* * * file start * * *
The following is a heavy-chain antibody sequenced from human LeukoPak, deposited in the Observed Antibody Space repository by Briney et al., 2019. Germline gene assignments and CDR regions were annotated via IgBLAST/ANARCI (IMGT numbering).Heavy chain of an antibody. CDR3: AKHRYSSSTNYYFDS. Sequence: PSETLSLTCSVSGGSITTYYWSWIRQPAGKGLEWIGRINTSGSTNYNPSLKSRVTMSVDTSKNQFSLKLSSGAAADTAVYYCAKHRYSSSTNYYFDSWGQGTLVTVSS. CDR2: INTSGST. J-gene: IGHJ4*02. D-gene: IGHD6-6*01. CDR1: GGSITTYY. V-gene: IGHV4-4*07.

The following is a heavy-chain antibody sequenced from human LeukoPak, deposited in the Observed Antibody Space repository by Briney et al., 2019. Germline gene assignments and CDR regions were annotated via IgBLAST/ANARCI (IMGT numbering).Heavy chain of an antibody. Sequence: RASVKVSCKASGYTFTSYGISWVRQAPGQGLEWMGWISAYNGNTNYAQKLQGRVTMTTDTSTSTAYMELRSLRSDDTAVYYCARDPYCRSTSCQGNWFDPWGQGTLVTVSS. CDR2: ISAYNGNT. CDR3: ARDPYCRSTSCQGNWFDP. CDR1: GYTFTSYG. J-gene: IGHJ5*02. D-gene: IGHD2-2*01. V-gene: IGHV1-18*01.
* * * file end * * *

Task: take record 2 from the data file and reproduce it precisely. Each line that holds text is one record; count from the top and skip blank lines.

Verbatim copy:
The following is a heavy-chain antibody sequenced from human LeukoPak, deposited in the Observed Antibody Space repository by Briney et al., 2019. Germline gene assignments and CDR regions were annotated via IgBLAST/ANARCI (IMGT numbering).Heavy chain of an antibody. Sequence: RASVKVSCKASGYTFTSYGISWVRQAPGQGLEWMGWISAYNGNTNYAQKLQGRVTMTTDTSTSTAYMELRSLRSDDTAVYYCARDPYCRSTSCQGNWFDPWGQGTLVTVSS. CDR2: ISAYNGNT. CDR3: ARDPYCRSTSCQGNWFDP. CDR1: GYTFTSYG. J-gene: IGHJ5*02. D-gene: IGHD2-2*01. V-gene: IGHV1-18*01.